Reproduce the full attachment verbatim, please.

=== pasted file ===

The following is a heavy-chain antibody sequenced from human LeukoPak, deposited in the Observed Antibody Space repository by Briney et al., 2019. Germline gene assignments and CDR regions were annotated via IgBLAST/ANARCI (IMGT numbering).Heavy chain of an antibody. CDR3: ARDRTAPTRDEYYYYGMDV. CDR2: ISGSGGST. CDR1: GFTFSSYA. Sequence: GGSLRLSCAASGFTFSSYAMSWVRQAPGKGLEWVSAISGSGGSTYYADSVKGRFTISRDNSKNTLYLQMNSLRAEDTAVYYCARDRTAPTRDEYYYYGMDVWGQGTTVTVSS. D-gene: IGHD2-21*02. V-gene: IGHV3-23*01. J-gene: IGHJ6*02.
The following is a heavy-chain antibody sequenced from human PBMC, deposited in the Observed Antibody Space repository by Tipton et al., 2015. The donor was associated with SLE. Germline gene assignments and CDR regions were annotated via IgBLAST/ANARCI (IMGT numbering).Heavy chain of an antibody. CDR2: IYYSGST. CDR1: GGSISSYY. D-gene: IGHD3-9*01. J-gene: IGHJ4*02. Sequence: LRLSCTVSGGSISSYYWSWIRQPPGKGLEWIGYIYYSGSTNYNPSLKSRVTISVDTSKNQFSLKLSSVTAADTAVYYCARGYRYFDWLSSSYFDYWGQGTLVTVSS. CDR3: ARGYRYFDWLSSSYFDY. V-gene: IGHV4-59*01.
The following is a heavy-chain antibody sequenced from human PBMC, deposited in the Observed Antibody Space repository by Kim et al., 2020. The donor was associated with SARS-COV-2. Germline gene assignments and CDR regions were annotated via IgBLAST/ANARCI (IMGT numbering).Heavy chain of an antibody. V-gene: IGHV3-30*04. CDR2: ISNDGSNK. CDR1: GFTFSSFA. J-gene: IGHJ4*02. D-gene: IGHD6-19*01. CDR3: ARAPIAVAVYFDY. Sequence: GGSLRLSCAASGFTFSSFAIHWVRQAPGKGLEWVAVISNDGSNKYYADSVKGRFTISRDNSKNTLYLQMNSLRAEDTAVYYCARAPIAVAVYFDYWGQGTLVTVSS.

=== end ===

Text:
The following is a heavy-chain antibody sequenced from human LeukoPak, deposited in the Observed Antibody Space repository by Briney et al., 2019. Germline gene assignments and CDR regions were annotated via IgBLAST/ANARCI (IMGT numbering).Heavy chain of an antibody. CDR3: ARDRTAPTRDEYYYYGMDV. CDR2: ISGSGGST. CDR1: GFTFSSYA. Sequence: GGSLRLSCAASGFTFSSYAMSWVRQAPGKGLEWVSAISGSGGSTYYADSVKGRFTISRDNSKNTLYLQMNSLRAEDTAVYYCARDRTAPTRDEYYYYGMDVWGQGTTVTVSS. D-gene: IGHD2-21*02. V-gene: IGHV3-23*01. J-gene: IGHJ6*02.
The following is a heavy-chain antibody sequenced from human PBMC, deposited in the Observed Antibody Space repository by Tipton et al., 2015. The donor was associated with SLE. Germline gene assignments and CDR regions were annotated via IgBLAST/ANARCI (IMGT numbering).Heavy chain of an antibody. CDR2: IYYSGST. CDR1: GGSISSYY. D-gene: IGHD3-9*01. J-gene: IGHJ4*02. Sequence: LRLSCTVSGGSISSYYWSWIRQPPGKGLEWIGYIYYSGSTNYNPSLKSRVTISVDTSKNQFSLKLSSVTAADTAVYYCARGYRYFDWLSSSYFDYWGQGTLVTVSS. CDR3: ARGYRYFDWLSSSYFDY. V-gene: IGHV4-59*01.
The following is a heavy-chain antibody sequenced from human PBMC, deposited in the Observed Antibody Space repository by Kim et al., 2020. The donor was associated with SARS-COV-2. Germline gene assignments and CDR regions were annotated via IgBLAST/ANARCI (IMGT numbering).Heavy chain of an antibody. V-gene: IGHV3-30*04. CDR2: ISNDGSNK. CDR1: GFTFSSFA. J-gene: IGHJ4*02. D-gene: IGHD6-19*01. CDR3: ARAPIAVAVYFDY. Sequence: GGSLRLSCAASGFTFSSFAIHWVRQAPGKGLEWVAVISNDGSNKYYADSVKGRFTISRDNSKNTLYLQMNSLRAEDTAVYYCARAPIAVAVYFDYWGQGTLVTVSS.